It is now a time-honoured tradition that days before the Budget, the chancellor will announce a shiny new housebuilding strategy.
They will say appropriate things about how everyone deserves a home, that the banks aren’t lending enough, red tape is in the way, the young are being priced out and the old… well they’ll tend to avoid that part (they vote more, after all).
Mr Chancellor (for it has thus far been a role preserved solely for men) will then pluck a nice, round number from the forthcoming red box (sometimes referred to as the ‘sky’), which we in the media will be duty-bound to report.
Phrases like ‘I am clear’ and ‘we’re taking action’ will be sprinkled into conversation, to eventually be superseded by jubilant Budget day cries of ‘we are the builders’ and ‘fixing the roof while the sun shines’.
Sadly, or perhaps satisfyingly, the traditional Budget day hyperbole isn’t really Philip Hammond’s style. The man nicknamed ‘Spreadsheet Phil’ is conservative with both a little and a big ‘c’.
But this year’s Budget sees him coming under fresh pressure to loosen the purse strings and take the type of flamboyant approach you could imagine George Osborne would have relished (had he not been hamstrung by that pesky deficit reduction stance).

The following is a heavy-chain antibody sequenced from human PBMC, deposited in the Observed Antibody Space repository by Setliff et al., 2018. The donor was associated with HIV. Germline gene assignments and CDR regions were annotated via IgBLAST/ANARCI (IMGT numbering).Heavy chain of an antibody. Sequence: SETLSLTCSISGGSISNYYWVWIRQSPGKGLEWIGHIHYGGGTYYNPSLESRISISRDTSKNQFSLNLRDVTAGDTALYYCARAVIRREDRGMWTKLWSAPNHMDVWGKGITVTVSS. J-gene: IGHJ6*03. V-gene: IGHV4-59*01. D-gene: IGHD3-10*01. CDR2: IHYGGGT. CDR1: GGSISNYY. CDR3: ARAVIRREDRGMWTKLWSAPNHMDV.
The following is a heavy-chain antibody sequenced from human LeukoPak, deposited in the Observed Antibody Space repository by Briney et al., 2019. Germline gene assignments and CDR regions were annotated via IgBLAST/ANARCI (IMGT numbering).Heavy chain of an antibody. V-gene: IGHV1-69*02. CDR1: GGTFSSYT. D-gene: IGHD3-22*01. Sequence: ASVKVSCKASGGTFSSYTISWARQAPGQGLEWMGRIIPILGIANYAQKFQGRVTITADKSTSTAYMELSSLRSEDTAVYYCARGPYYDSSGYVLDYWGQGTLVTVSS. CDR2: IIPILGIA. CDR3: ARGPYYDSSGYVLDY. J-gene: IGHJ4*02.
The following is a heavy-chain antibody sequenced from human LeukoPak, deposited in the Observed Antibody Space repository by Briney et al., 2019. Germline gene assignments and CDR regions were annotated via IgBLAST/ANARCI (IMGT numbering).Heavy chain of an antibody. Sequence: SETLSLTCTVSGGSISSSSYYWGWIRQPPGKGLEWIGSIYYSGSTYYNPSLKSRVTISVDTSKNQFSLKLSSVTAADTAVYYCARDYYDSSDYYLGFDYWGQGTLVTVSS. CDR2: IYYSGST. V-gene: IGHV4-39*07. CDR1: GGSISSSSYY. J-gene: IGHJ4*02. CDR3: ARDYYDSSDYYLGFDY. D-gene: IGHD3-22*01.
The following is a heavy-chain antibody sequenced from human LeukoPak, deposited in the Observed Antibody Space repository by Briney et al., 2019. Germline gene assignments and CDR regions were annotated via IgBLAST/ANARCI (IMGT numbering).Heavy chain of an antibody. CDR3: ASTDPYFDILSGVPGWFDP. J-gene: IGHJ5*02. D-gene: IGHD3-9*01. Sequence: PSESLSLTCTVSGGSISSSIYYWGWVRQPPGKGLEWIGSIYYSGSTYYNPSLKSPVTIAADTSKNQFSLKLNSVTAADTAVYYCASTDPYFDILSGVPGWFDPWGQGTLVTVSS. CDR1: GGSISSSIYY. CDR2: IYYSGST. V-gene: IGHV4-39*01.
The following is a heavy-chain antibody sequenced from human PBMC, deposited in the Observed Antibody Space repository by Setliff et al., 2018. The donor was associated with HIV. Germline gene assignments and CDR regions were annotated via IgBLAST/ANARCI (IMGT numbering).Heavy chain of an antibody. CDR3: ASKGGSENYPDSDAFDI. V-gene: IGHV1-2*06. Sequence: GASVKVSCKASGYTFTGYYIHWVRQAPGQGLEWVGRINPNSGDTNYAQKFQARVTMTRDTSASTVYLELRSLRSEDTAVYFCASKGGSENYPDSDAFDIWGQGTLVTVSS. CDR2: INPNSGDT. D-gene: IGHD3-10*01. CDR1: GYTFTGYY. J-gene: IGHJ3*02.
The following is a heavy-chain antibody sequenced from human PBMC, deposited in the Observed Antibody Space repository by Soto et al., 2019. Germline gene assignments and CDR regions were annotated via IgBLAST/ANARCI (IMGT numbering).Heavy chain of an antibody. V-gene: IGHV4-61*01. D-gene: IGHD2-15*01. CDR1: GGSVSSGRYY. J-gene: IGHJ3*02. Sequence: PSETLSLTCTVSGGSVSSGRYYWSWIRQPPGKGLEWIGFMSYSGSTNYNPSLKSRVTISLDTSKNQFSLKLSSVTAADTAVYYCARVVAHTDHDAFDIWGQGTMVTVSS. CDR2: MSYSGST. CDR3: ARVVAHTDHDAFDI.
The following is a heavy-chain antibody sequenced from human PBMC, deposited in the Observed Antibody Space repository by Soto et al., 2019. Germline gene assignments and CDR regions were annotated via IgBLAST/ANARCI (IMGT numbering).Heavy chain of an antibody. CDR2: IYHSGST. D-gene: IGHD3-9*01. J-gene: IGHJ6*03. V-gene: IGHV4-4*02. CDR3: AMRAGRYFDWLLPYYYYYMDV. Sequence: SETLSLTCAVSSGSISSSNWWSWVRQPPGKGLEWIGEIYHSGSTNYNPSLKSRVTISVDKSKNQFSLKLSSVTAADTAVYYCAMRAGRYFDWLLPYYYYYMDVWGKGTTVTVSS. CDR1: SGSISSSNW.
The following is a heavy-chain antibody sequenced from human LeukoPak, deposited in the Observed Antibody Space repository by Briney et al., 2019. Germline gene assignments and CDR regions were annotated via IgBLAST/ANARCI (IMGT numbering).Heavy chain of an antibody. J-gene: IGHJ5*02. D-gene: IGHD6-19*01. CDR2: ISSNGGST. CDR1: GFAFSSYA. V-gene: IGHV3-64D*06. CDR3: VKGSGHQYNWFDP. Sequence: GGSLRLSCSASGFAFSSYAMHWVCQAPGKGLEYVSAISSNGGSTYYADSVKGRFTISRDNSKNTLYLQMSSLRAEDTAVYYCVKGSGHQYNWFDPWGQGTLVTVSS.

Mr Hammond has indeed come up with a nice, round number: he says 300,000 homes must be built on average each year.
He envisages many ways the government can achieve this goal, from building new roads to cleaning up brownfield sites, though he is expected to protect development on the green belt.
Housebuilders want him to create a National Housing Fund to borrow £10bn annually for a decade to help build an extra 40,000 homes a year.
Another inquiry is expected to focus on landbanking, a move that will be greeted with a collective shrug of the shoulders, it being a direct juxtaposition with the chancellor’s traditional cry that he is ‘taking action’.
What is particularly interesting to note, though, is that should Mr Hammond not commit to braver ways of increasing housebuilding, not only will he come under pressure from the public and the opposition, he will face further hostility from Cabinet colleagues who are demanding he be bold in his approach.
This Budget will define Philip Hammond as chancellor. Here’s hoping the actions he takes are the making of him.